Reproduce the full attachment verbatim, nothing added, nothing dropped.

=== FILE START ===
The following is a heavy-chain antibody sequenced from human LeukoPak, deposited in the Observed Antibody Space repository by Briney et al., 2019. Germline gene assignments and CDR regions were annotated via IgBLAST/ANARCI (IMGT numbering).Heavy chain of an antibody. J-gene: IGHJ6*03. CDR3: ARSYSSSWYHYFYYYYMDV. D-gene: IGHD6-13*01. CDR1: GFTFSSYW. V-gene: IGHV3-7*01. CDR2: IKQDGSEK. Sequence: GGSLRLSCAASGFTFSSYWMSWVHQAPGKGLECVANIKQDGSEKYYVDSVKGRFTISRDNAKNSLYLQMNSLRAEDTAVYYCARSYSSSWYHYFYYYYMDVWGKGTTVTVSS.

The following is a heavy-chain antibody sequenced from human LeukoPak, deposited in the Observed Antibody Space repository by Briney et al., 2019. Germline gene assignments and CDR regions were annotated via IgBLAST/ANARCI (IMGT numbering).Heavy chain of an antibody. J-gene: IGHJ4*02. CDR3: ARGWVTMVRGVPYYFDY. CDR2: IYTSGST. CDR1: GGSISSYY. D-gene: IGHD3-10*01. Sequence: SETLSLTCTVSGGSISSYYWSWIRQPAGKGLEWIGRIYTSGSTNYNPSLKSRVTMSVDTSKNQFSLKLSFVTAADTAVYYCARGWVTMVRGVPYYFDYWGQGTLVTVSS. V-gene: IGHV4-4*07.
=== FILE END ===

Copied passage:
The following is a heavy-chain antibody sequenced from human LeukoPak, deposited in the Observed Antibody Space repository by Briney et al., 2019. Germline gene assignments and CDR regions were annotated via IgBLAST/ANARCI (IMGT numbering).Heavy chain of an antibody. J-gene: IGHJ6*03. CDR3: ARSYSSSWYHYFYYYYMDV. D-gene: IGHD6-13*01. CDR1: GFTFSSYW. V-gene: IGHV3-7*01. CDR2: IKQDGSEK. Sequence: GGSLRLSCAASGFTFSSYWMSWVHQAPGKGLECVANIKQDGSEKYYVDSVKGRFTISRDNAKNSLYLQMNSLRAEDTAVYYCARSYSSSWYHYFYYYYMDVWGKGTTVTVSS.

The following is a heavy-chain antibody sequenced from human LeukoPak, deposited in the Observed Antibody Space repository by Briney et al., 2019. Germline gene assignments and CDR regions were annotated via IgBLAST/ANARCI (IMGT numbering).Heavy chain of an antibody. J-gene: IGHJ4*02. CDR3: ARGWVTMVRGVPYYFDY. CDR2: IYTSGST. CDR1: GGSISSYY. D-gene: IGHD3-10*01. Sequence: SETLSLTCTVSGGSISSYYWSWIRQPAGKGLEWIGRIYTSGSTNYNPSLKSRVTMSVDTSKNQFSLKLSFVTAADTAVYYCARGWVTMVRGVPYYFDYWGQGTLVTVSS. V-gene: IGHV4-4*07.